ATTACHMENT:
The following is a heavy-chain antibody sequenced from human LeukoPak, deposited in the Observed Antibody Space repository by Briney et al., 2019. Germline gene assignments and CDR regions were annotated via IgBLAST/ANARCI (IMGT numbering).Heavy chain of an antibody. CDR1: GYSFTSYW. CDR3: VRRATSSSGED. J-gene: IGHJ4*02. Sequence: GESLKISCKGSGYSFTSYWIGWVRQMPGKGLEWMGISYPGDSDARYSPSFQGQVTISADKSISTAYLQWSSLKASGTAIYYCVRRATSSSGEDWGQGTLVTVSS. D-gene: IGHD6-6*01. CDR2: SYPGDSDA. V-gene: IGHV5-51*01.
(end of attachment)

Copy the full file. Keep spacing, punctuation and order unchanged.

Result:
The following is a heavy-chain antibody sequenced from human LeukoPak, deposited in the Observed Antibody Space repository by Briney et al., 2019. Germline gene assignments and CDR regions were annotated via IgBLAST/ANARCI (IMGT numbering).Heavy chain of an antibody. CDR1: GYSFTSYW. CDR3: VRRATSSSGED. J-gene: IGHJ4*02. Sequence: GESLKISCKGSGYSFTSYWIGWVRQMPGKGLEWMGISYPGDSDARYSPSFQGQVTISADKSISTAYLQWSSLKASGTAIYYCVRRATSSSGEDWGQGTLVTVSS. D-gene: IGHD6-6*01. CDR2: SYPGDSDA. V-gene: IGHV5-51*01.